He added, according to Derry Now: ‘It was a big envelope full of legal documents – hard for the ordinary man in the street to understand,’ he said.
‘Then I saw the name Knox and realised it was from the girl that took the baby when she was brought out of the water that day.’
But he said he was unsure why he was sent the documents because he is not the executor of his late son’s estate.
Ms Knox earlier told MailOnline she thought she was suing the council and an insurance company ‘like everyone else is doing’.
She added: ‘This has tipped me over the edge. I can’t handle this anymore to be honest.’
She also told the Irish Independent that she is ‘under so much stress and heartache’ and would ‘love it to just blow over’.
‘I know what they’re [the family] going through is hard,’ she added.
Louise James (pictured centre) is pictured leaving the Lake of Shadows Hotel in Buncrana, where she said her heart was shattered by her family’s deaths
Speaking after the horrific tragedy, Ms Knox described what she saw.
‘It was very traumatic and difficult to stand on the pier and to watch what was unfolding in front of me,’ she said.
‘I saw Davitt swimming out to get the baby. I was afraid for his life as well as for the lives of the people in the car.
‘When I saw the car sinking I was afraid that Davitt would dive under the water to try to help the people in the car.
‘I shouted at him, ‘Davitt come back, Davitt come back’.
‘I could see he was struggling and that he was tiring fast as he held the baby really high up in the air. Just before the car sank there was no noise, no screams, you could hear a pin drop on the pier. I went down the slipway and Davitt handed the baby over to me.
‘I went off the slipway and went into the water up to my waist. I didn’t want to go into the water any further in case no-one would get out of the water. I then crawled up the slipway with the baby in my arms. She was not crying and I thought that she was dead.
‘I thought I was going to have to do CPR on the baby and then I heard the smallest of coughs coming from the baby.
‘It was the smallest faintest cough I have ever heard and I will never forget it. That was the moment when I realised Davitt had done so well.’
Ms James (pictured), who was at a hen do in Liverpool when the tragedy took place, is pictured with her baby daughter who survived and son Evan, who passed away
Ms James’s mother Ruth Daniels, 57, (left) and Ms Daniels’s teenage daughter Jodie-Lee Tracey, 14, (right) also died
An inquest in November 2017 concluded Mr McGrotty died by misadventure.
It later came to light his partner, Louise James, was suing Donegal County Council after claiming the slipway at the pier should have been closed to the public.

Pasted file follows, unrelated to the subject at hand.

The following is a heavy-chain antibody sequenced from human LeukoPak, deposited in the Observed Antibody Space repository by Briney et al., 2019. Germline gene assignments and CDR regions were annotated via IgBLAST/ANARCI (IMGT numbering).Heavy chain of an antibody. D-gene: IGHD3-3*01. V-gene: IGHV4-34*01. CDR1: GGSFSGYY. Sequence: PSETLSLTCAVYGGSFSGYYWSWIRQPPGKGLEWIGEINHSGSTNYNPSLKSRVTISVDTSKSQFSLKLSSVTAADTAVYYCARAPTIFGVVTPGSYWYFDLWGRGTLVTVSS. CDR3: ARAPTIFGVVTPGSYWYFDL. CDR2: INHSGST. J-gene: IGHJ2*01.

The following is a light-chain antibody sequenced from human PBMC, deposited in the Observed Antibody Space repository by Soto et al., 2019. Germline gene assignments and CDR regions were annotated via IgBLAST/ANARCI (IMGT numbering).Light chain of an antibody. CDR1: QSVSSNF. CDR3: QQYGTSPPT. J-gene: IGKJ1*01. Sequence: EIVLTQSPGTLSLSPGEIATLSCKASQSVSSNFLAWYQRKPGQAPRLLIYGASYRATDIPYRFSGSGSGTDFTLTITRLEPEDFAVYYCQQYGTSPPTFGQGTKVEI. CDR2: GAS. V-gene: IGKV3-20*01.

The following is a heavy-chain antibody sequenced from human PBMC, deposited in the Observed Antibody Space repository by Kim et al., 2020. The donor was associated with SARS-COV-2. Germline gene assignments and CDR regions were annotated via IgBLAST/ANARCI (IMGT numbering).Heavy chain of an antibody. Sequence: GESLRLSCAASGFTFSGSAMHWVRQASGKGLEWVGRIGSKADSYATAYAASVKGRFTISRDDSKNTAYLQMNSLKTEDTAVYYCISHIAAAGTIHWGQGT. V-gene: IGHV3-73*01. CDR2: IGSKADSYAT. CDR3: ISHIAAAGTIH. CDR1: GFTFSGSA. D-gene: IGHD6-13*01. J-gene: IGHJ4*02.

High Court proceedings were filed under her name on June 9 this year in relation to the fateful incident, reports the Irish Daily Star.
But legal experts are skeptical she will have a case, after this week’s inquest at Donegal Coroner’s Court revealed he was over three times the legal alcohol limit when he plunged to his death.
A lawyer told the newspaper: ‘The fact that he, as the driver of the car which went over this pier, was three times over the drink drive limit, could play a significant part in deciding any civil court case.’
They added that any culpability the council may have would be severely reduced by Mr McGrotty’s drink driving.
His and Ms James’ four-month-old baby Rioghnach-Ann was the sole survivor after being rescued by Davitt, who swam to the sinking car.
Ms James said the pier was an ‘accident waiting to happen’ because there were no signs warning of the dangers of slipping and a gate designed to control crowds using a summer ferry service in the popular tourist spot was left open.
‘I knew something wasn’t right’: Woman reveals moment she found out five members of her family had died
The bereft woman who lost her mother, partner, sister and two little boys in the Buncrana drowning tragedy told an inquest how she knew something was wrong the moment she got a phone call alerting her to the tragedy.
Louise James told the hearing that she had last seen her family on Friday, March 18, when her partner Sean McGrotty and the two boys had left her at a friend’s house ahead of a hen weekend in Liverpool.
She was at the airport travelling back from the weekend when the incident took place.
Ms James told the inquest how minutes before the tragedy, she spoke on the phone with her tragic sister Jodi Lee who said the boys were playing in a playpark on the shorefront in Buncrana.
Half an hour later, she received a phonecall from her brother Joshua.